Day 2 has been and gone, and another wave of crazy deals went with it. In commemoration of FFVII’s release, and subsequent discount, on Steam, here are strategies for it and Far Cry 3 and the Crysis series (or what’s available on Steam).
Final Fantasy VII strategies
I’m not Final Fantasy VII speedrunner, but I’ve beaten the game more times than I can count, and my main tip for today is simple: Just play, finish every encounter you get into, and enjoy the story.
To be successful in your first several playthroughs, you don’t need to do all the fancy sidequests. Chocobo breeding/racing is fun, and the “secret” characters Yuffie and Vincent are great to have and their dialogue options add some extra coolness to the game. You needn’t even have a firm knowledge of which character’s stats are intrinsically better than others. Hell, Barret was one of my mains in my early playthroughs, and if memory serves, he’s utter sh*t when it comes to overall usefulness.
Don’t be put off by high level FFVII play or let anyone tell you, “These are the characters you should use and here’s how to equip them.” The leveling curve is balanced enough across all characters to make any party setup usable. That people beat the game with underleveled characters and AI manipulation shouldn’t be a concern.
That said, if you want to delve deeper into how FFVII works, the Final Fantasy Wiki has some great places to start. Namely, it grants access to the full AI scripts enemies use to determine how they act in game. Top level players use tiny discrepancies in both AI and game mechanics to swing battles in their favor, and with a little research, you can too.
Far Cry 3 strategies
I covered Far Cry 3 on two separate occasions, and while most of the tips I would give there are in those articles, there’s one small one I want to mention here. FC3 is big on the exploration thing, and to make that venture as simple as possible, you’ll want to take outposts. Doing so removes the moving hostile patrols, opens up challenges, and makes farming for crafting materials a much less harrowing task.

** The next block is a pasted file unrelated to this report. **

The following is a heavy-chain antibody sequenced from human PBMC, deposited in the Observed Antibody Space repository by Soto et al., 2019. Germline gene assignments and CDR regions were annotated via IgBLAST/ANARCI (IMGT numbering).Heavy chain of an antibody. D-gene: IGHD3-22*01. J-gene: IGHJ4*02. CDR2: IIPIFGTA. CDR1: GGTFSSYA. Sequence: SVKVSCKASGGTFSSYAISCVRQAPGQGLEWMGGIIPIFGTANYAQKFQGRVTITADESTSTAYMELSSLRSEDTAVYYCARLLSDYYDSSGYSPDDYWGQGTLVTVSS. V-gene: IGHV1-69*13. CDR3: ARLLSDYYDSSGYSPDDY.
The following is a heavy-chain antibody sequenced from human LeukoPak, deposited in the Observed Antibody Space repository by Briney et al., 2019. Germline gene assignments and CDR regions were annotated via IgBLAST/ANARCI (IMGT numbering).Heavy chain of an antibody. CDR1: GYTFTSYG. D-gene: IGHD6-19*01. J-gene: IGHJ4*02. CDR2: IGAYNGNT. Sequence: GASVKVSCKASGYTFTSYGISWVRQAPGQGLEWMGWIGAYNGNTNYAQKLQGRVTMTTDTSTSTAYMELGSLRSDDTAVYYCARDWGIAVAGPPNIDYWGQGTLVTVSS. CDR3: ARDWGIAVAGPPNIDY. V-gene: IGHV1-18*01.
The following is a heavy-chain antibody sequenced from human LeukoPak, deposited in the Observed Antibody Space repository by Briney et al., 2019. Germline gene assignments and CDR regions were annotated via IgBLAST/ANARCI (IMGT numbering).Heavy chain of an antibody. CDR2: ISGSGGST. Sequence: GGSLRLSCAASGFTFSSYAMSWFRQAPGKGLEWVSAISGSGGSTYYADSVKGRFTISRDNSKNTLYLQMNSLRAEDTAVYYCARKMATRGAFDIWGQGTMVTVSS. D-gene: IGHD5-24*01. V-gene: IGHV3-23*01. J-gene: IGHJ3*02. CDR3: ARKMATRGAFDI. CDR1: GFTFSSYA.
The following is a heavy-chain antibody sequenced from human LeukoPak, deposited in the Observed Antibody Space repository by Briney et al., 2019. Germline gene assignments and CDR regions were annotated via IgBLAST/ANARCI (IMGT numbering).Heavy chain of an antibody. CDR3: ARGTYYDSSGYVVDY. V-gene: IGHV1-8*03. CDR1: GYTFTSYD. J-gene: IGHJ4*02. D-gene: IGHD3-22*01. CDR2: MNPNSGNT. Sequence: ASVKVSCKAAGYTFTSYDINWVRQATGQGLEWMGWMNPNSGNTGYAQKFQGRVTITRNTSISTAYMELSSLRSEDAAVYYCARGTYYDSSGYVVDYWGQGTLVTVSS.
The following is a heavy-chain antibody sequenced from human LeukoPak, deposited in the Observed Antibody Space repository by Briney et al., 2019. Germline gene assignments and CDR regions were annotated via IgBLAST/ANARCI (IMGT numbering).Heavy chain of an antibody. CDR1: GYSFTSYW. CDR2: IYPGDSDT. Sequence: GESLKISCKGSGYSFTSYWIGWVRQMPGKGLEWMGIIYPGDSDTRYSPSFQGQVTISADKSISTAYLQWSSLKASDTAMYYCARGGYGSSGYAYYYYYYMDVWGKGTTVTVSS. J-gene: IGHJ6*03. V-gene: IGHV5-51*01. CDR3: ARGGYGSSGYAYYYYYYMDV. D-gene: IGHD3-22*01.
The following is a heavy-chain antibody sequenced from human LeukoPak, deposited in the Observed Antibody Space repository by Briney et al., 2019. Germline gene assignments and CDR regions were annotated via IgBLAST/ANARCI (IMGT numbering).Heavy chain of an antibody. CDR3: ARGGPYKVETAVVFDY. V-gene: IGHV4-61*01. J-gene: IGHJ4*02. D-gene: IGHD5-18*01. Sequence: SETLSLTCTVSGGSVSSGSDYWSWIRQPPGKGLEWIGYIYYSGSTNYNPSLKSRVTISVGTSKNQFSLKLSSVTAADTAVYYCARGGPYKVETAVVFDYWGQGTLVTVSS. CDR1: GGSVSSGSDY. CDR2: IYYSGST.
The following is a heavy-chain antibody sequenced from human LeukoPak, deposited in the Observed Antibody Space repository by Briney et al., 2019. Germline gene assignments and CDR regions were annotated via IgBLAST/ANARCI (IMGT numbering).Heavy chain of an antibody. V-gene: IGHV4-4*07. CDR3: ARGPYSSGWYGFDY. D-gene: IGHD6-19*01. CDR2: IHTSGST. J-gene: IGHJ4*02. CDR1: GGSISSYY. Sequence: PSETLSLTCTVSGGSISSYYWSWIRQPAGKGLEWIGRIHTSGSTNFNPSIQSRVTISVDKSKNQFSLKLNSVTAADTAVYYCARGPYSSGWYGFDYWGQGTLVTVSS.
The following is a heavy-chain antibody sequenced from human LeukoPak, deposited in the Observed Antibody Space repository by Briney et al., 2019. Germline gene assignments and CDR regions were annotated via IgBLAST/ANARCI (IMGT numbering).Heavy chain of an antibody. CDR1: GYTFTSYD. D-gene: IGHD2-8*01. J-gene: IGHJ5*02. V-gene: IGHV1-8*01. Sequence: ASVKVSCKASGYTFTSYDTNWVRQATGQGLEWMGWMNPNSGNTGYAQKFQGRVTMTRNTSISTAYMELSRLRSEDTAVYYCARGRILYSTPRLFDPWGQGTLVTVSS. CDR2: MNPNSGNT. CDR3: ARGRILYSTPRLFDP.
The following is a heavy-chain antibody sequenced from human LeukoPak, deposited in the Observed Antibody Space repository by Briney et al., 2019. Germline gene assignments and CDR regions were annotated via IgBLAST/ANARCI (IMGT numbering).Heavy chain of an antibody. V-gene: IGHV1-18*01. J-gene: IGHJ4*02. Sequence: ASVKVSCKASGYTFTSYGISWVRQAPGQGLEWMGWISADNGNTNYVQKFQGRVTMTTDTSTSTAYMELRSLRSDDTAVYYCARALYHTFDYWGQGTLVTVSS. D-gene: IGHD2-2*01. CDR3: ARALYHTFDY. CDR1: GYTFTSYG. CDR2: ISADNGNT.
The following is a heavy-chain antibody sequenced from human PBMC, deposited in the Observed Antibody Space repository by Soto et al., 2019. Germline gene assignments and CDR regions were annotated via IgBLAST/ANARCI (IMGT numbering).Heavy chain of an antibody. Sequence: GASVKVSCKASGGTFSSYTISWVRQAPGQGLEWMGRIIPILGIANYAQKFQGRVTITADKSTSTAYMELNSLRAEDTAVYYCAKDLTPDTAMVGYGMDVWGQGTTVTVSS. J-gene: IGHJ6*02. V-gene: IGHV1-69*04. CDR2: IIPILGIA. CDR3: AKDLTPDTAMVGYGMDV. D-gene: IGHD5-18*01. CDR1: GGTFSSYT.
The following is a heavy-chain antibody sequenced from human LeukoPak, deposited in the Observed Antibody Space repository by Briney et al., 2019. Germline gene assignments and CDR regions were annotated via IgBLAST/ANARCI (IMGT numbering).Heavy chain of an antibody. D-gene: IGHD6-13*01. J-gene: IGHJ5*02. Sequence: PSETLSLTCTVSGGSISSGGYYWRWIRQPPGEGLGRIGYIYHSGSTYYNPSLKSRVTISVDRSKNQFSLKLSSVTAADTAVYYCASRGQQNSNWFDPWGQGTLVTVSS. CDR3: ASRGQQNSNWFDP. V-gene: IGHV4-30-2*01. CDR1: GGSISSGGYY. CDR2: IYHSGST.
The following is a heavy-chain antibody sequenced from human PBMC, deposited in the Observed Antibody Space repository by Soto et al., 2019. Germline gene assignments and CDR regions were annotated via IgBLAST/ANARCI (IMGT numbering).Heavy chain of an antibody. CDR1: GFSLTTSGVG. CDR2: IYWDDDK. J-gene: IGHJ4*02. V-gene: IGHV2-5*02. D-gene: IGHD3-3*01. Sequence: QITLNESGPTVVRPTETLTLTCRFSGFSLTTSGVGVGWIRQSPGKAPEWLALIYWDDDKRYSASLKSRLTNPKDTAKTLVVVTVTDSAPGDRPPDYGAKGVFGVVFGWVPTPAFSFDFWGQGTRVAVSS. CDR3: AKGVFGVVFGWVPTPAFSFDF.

The trouble is clearing outposts, and that’s the tip. While the guns blazing approach is certainly an option, you won’t get nearly the skill points as you would taking it without being detected. So you’ll want to find a nice shady spot and scope out the area. If you aren’t using Ziggy’s Mod, spot as many enemies as you can with the camera and snipe a few if you have the option to do so. You’ll stir up a hornet’s nest, but if you play your cards right, they’ll never know which way the bullets/arrows are flying from.
In the event you want to go full ninja mode, a skilled combination of bow, knife, and rocks is essential. Most outposts have plenty of sneaky ways to get in, but once in you’d better be prepared. Try to make an arcing sweep, murdering as you go. Take out the alarm system if possible, and beware of pairs of guards. Distract them if you can to get them walking one ahead of the other, and chain takedowns to silently eradicate them. The outpost-clear won’t play until you kill all enemies the game ties to that location, and if one guy strayed a little too far, you’ll have to deal with him. To avoid that, move quickly and with precision, hiding bodies if you can and distracting if you can’t.
Like many of the games you’ll see on my Steam sale strategies articles, there’s already been good coverage here on the site. Crysis is no exception, though I the three articles present are on Crysis 3, not 2. Still, there are some general strategies that I didn’t cover that I’ll discuss here.
The first is the stealth/aggression ratio you need to keep in mind. In Crysis 2 and 1, your invisibility, speed, and armor drain the same energy pool. In most situations, you’re best off using the first 50% of your energy in cloak and the remaining in armor or speed. If you know combat isn’t close at hand, you can stay cloaked to survey the area or move around enemy positions to flank. Nanovision also draws from your suit energy, and while using it to make out invisible enemies is a valuable skill, you’ll tend to bleed your suit dry at the worst possible times.
A note on Nanovision then. Best used in quick flashes when you’re sprinting from place to place, while checking corners in cloak mode, or at random. Like Pyros in TF2, a quick flare just because can sometimes save your life, and by extension those of your teammates. Again, be cautious in how long you use NV for, as just a flick at the wrong time can spell doom. If possible, don’t ever dip below 25% power. This makes sure you can still stay aware through NV, sponge a bullet with Armor, or make a quick escape with Cloak.